Foreign aid is the transfer of resources from developed countries to under-developed countries, either through bilateral donors or multilateral donors. Many countries in the world accept foreign assistance and get different benefits along with a few adverse results. The implication of foreign assistance has made it a debatable issue.
Meaning of Foreign Aid
Foreign aid is defined as the voluntary transfer of resources from one country to another country. This transfer includes any flow of capital to developing countries. A developing country usually does not have a robust industrial base and is characterized by a low Human Development Index (HDI).
Foreign aid can be in the form of a loan or a grant. It may be in either a soft or hard loan. This distinction means that if repayment of the aid requires foreign currency, then it is a hard loan. If it is in the home currency, then it’s a soft loan. The World Bank lends in hard loans, while the loans of its affiliates are soft loans.
The U.S. spends roughly $50.1B in foreign aid each year which is only 1.2% of the Federal government’s budget.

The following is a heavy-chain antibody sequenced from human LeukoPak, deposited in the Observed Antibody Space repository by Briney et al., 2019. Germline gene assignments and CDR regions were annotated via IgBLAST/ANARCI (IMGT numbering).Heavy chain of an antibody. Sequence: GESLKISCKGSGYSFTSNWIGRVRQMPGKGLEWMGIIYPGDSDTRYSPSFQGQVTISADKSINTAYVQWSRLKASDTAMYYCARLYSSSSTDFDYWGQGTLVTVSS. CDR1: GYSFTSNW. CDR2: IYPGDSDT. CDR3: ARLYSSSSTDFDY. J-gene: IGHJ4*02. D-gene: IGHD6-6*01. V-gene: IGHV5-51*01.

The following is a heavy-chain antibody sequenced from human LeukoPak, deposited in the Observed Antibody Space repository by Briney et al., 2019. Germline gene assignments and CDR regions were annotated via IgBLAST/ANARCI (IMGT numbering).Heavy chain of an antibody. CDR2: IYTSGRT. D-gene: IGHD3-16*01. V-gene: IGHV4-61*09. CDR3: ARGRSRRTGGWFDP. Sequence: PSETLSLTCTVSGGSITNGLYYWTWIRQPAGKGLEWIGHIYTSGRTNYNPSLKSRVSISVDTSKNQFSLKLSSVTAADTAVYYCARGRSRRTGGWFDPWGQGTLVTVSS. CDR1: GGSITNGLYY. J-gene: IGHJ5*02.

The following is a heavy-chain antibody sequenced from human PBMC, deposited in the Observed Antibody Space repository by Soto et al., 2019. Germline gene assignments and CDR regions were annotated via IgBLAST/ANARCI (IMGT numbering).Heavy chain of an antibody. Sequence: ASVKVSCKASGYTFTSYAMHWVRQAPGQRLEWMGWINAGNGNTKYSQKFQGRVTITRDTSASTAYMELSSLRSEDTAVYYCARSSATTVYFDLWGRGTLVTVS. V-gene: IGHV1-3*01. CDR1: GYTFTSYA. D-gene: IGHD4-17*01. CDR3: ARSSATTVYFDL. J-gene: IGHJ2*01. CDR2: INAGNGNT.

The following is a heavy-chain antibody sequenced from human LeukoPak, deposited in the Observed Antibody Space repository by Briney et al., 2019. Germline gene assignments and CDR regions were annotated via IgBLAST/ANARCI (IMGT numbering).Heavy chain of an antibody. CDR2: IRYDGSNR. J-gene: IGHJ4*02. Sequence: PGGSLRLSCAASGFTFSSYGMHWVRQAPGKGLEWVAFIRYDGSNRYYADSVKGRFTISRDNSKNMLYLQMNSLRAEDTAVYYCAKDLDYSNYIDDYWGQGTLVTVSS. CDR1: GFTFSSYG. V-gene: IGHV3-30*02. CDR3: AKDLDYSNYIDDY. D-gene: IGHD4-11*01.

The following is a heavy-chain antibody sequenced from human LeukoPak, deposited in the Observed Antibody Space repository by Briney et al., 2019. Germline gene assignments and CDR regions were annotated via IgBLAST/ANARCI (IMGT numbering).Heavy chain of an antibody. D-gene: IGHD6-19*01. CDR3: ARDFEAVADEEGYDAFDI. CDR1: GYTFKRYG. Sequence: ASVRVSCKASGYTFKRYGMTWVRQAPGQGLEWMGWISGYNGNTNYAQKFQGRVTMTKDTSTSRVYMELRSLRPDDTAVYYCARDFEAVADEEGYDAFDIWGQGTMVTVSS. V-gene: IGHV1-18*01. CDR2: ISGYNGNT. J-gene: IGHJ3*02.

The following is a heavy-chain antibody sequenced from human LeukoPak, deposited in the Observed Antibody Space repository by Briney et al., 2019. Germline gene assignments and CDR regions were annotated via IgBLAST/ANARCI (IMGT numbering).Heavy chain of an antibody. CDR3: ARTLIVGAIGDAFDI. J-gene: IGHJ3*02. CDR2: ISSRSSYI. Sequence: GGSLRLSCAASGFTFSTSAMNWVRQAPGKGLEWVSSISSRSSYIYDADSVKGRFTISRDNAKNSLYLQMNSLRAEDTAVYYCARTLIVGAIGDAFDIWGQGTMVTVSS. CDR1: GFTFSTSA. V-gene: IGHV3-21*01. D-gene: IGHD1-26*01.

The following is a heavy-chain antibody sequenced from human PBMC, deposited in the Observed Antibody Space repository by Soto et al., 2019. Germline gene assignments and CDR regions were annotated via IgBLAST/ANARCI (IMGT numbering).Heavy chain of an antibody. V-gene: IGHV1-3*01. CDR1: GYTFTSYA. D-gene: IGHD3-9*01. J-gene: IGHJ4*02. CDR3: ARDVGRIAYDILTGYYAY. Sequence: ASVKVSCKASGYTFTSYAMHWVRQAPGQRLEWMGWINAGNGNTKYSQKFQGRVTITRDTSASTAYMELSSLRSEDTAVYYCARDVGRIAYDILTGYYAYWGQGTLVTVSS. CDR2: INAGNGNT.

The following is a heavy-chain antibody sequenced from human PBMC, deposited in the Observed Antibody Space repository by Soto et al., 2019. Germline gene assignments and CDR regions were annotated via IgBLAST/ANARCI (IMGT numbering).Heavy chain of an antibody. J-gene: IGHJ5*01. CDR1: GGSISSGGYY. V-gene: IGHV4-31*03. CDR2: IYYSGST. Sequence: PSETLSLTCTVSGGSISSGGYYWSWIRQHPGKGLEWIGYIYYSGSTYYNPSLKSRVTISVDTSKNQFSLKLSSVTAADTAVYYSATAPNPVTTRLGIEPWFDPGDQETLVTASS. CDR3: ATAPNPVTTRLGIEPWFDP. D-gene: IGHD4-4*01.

Who Gives Aid, and Who Receives It?
Historically most aid has been given as bilateral assistance directly from one country to another. Donors also provide aid indirectly as multilateral assistance, which pools resources together from many donors. The major multilateral institutions include the World Bank; the International Monetary Fund; the African, Asian, and Inter-American Development Banks, and various United Nations agencies such as the United Nations Development Programme.
Types of Foreign Aid
1. Bilateral aid
Assistance given by a government directly to the government of another country is Bilateral Aid. It is when the capital flows from a developed nation to a developing nation. Strategic political considerations and humanitarian ones often direct Bilateral Aid. These are to assist in long-term projects to promote democracy, economic growth, stability, and development.
2. Multilateral aid
Multilateral Aid is assistance provided by many governments who pool funds to international organizations like the World Bank, United Nations and International Monetary Fund that are then used to reduce poverty in developing nations. Though this sector constitutes a minority of the US’s foreign aid, the nation’s contributions make up a significant percentage of the donor funds received by the organization.
3. Tied aid
Tied Aid is one of the types of foreign aid that must be spent in the country providing the aid (the donor country) or in a group of selected countries. A developed country will provide a bilateral loan or grant to a developing country, but mandate that the money be spent on goods or services produced in the selected country.